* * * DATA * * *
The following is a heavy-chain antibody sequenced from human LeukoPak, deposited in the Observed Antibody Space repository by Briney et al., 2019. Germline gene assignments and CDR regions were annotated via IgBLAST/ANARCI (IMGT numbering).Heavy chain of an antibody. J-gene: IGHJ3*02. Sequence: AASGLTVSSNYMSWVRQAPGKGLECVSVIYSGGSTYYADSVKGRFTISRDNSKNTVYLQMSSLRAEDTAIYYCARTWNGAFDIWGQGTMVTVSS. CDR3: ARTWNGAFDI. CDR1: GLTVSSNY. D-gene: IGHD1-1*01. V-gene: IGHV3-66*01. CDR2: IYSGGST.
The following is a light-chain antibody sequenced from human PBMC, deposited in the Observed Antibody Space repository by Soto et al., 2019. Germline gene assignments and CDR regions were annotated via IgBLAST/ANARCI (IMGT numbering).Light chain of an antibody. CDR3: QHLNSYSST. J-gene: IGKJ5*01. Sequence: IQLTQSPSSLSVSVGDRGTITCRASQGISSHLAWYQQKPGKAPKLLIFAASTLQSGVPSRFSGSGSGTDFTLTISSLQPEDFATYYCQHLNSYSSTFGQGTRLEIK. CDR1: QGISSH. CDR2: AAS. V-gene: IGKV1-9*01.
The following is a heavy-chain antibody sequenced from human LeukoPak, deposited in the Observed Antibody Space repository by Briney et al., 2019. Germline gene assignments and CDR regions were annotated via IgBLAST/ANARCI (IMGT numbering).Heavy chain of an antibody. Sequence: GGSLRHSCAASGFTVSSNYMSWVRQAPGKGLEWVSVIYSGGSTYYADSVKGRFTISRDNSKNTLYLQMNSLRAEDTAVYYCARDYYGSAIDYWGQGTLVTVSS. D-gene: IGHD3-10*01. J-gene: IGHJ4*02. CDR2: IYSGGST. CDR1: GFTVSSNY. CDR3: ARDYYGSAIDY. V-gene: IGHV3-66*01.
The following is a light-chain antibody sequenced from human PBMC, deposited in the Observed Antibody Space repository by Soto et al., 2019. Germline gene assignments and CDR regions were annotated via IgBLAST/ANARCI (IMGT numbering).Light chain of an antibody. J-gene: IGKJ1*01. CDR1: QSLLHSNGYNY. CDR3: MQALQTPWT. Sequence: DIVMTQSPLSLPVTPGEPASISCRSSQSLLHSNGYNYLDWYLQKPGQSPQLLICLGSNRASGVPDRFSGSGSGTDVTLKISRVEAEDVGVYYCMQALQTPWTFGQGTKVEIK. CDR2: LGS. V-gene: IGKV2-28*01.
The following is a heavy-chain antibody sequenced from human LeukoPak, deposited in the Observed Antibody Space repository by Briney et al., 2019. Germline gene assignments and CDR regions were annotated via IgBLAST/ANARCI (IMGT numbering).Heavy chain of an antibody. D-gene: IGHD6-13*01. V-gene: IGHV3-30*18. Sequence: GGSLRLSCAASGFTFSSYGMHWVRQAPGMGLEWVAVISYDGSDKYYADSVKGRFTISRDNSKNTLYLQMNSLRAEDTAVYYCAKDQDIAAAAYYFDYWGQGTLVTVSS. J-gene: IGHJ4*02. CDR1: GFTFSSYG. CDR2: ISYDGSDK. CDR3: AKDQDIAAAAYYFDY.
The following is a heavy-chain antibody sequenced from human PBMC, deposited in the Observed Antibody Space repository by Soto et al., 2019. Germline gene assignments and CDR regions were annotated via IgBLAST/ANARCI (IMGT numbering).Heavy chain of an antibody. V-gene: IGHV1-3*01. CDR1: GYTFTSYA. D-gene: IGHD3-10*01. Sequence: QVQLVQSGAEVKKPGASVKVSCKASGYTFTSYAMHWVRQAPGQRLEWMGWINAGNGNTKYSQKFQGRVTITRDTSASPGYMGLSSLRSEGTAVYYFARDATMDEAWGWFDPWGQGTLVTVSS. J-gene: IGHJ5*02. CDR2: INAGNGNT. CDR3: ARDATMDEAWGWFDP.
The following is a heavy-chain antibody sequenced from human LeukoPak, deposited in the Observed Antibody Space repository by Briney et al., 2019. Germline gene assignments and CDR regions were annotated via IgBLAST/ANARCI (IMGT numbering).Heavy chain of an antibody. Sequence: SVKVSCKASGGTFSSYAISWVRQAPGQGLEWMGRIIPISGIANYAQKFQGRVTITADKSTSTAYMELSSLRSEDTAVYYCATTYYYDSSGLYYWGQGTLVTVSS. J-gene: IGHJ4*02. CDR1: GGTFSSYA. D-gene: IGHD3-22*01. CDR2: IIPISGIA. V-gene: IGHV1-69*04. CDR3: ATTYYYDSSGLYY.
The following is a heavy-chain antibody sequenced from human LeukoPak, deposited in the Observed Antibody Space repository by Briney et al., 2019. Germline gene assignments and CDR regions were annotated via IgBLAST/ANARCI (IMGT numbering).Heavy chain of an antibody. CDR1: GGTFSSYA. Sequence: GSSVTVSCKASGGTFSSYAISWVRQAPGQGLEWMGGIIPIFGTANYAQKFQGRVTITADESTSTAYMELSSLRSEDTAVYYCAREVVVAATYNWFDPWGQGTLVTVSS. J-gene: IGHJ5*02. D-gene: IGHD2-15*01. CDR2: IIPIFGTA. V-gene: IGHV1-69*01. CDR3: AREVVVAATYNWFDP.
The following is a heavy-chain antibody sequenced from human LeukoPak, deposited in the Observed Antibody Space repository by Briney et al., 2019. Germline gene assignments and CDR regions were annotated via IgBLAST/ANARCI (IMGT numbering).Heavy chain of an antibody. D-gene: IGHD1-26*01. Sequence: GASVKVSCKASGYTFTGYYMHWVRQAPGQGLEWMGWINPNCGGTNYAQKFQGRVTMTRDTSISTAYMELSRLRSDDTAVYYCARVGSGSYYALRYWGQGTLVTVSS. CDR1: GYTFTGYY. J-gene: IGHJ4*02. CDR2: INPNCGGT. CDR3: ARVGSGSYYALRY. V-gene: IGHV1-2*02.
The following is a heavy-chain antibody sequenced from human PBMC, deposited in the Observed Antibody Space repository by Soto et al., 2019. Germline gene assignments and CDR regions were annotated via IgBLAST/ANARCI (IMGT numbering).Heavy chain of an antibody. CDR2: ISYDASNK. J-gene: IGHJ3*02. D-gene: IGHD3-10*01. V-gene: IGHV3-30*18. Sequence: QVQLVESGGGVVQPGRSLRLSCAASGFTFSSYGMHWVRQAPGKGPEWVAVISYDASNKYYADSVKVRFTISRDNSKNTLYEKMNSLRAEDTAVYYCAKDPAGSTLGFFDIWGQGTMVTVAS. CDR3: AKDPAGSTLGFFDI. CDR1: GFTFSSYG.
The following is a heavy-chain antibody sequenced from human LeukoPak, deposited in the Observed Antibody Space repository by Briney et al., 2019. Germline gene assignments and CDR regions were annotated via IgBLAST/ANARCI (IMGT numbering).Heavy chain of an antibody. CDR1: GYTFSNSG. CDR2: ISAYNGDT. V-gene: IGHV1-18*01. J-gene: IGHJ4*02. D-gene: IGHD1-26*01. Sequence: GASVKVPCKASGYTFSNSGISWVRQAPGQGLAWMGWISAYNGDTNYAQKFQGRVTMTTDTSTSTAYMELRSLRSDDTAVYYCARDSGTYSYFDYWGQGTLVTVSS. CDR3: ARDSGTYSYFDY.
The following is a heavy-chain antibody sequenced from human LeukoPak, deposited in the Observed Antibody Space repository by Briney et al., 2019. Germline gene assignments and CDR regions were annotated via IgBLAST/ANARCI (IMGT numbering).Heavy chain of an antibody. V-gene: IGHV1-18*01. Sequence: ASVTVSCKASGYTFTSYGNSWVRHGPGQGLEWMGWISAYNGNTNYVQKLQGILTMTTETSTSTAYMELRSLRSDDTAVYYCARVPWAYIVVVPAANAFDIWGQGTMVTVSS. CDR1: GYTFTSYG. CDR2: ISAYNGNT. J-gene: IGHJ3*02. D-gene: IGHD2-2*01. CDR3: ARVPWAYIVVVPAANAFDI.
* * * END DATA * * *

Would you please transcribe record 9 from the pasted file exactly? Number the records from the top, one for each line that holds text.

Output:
The following is a heavy-chain antibody sequenced from human LeukoPak, deposited in the Observed Antibody Space repository by Briney et al., 2019. Germline gene assignments and CDR regions were annotated via IgBLAST/ANARCI (IMGT numbering).Heavy chain of an antibody. D-gene: IGHD1-26*01. Sequence: GASVKVSCKASGYTFTGYYMHWVRQAPGQGLEWMGWINPNCGGTNYAQKFQGRVTMTRDTSISTAYMELSRLRSDDTAVYYCARVGSGSYYALRYWGQGTLVTVSS. CDR1: GYTFTGYY. J-gene: IGHJ4*02. CDR2: INPNCGGT. CDR3: ARVGSGSYYALRY. V-gene: IGHV1-2*02.